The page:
Cameron, D. (1995). Verbal hygiene. Abingdon: Routledge.

Gwynne, N. M. (2013). Gwynne’s grammar: The ultimate introduction to grammar and the writing of good English. London: Ebury.

Heffer, S. (2014). Simply English: An A-Z of avoidable errors. London: Windmill Books.

Hitchings, H. (2011). The language wars: A history of proper English. London: John Murray.

Horobin, S. (2013). Does spelling matter? Oxford: Oxford University Press.

Truss, L. (2009). Eats, shoots & leaves: The zero tolerance approach to punctuation. London: Fourth Estate.


3 thoughts on “Apostrolypse now? HOLLY GREGG discusses whether a misplaced punctuation mark or new words and meanings really is the end of the world

  1. sophie helps says:

    Hi Holly,
    Thank you for a really interesting read, I personally found your blog very enjoyable. I think many people are on different spectrums to this debate. Sometimes I myself find myself silently judging the grammar of those around me. A personal pet-hate of mine being the misuse of the pronoun “your” and “you’re” over text message .

    I found your knowledge of the prescriptivism debate fascinating and I would like to know if you think that the amount of new words increasingly being added to the dictionaries, are contributing to the misuse in spelling, grammar and punctuation?

    In addition, to what extent do you think the use of technology correlates with poor grammar and spelling? Do you think many people today, do have an over reliance on ‘auto-correct’? I personally think I am sometimes guilty of automatically changing my spelling errors on word documents, without acknowledging where the error was made. I found a really interesting article on the Telegraph website: https://www.telegraph.co.uk/education/educationnews/9280203/Over-reliance-on-technology-is-undermining-spelling-skills.html
    and I was wondering where you stand in terms of this debate?

    Thanks again for this blog Holly you really did enrich my knowledge of both prescriptivism and descriptivism and introduce me to some theorists on different sides of the debate.

  2. Isobel Olivia Mychajluk says:

    Hi Holly,
    I find the prescriptivism versus descriptivism debate very interesting and I really enjoyed reading your post. Personally, I am unsure of what ‘side’ I am on when it comes to it, as I understand speaking and writing in Standard English is more appropriate in certain situations. For instance, in academic writing and job interviews. However, I do agree with that language is constantly changing and it will always change. Over 5000 neologisms are created and being added into our language each year (Bodle, 2016) .Therefore, the increase of new words being added into the dictionary, may show that language is changing. The idea that colloquial terms ‘Brexit’ and ‘selfie’ (OED, 2018), have been added into the dictionary and are being used frequently also demonstrates this.
    As for the ‘you’re’ and ‘your’ argument, I find myself not being annoying if used incorrectly on things such as social media and text messaging. I too sometimes make the common mistake of using them incorrectly and do get slightly irritated when being called out on it. I personally think that correcting someone on punctuation or spelling mistakes is slightly dramatic when it comes to social media or messaging, as it does not really matter, does it? I also agree with you, that we should embrace change and all the new creative words that are being introduced to our language. Perhaps, I do take more of a descriptive approach when it comes to this debate.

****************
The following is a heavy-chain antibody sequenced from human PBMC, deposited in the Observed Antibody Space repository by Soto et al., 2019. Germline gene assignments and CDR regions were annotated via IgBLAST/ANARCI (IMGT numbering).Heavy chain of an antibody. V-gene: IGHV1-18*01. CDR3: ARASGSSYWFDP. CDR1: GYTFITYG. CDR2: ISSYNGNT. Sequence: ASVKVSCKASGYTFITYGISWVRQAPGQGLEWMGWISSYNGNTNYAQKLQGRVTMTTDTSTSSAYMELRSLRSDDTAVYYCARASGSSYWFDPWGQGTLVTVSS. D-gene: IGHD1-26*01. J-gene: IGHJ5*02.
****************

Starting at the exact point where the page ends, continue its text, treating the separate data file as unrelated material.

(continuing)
Bodle, A. (2016, February 4). Mind your language: How new words are born. The Guardian, Retrieved from
    OED Online. (2018). Oxford University Press. Retrieved
    November 6, 2018, from

  3. Gregory Meadow says:

    Hi Holly,
    Thank you for a very enjoyable read. The prescriptivist vs descriptivist debate is one I find very interesting so it was intriguing to see where you stand on the subject. I agree with you when you side with Cameron (1995) when he says “a position that is to some extent critical of both camps” as I currently sit on the fence. My personal pet peeve when it comes to spelling and grammar has to be the confusion between the words ‘quiet’ and ‘quite’ it seems as the internet hasn’t worked out the difference in spelling between the two. If someone has sent you a message with a number of spelling and grammar mistakes in, but you understand it in its entirety, does it really matter? I’d appreciate hearing where you stand on that topic.

    In the current October 2018 update of the Oxford English Dictionary, 1400 new words, senses, and sub-entries have been added (OED online, 2018). Do you think that, with all the new additions every year, people are increasingly making mistakes in grammar and spelling? As there are so many new words and meanings, surely people are getting confused?

    Thank you again Holly for widening my grasp on the topic of prescriptivism vs descriptivism. I’ll stay on the fence for now.

    Cameron, D. (1995). Verbal hygiene. Abingdon: Routledge.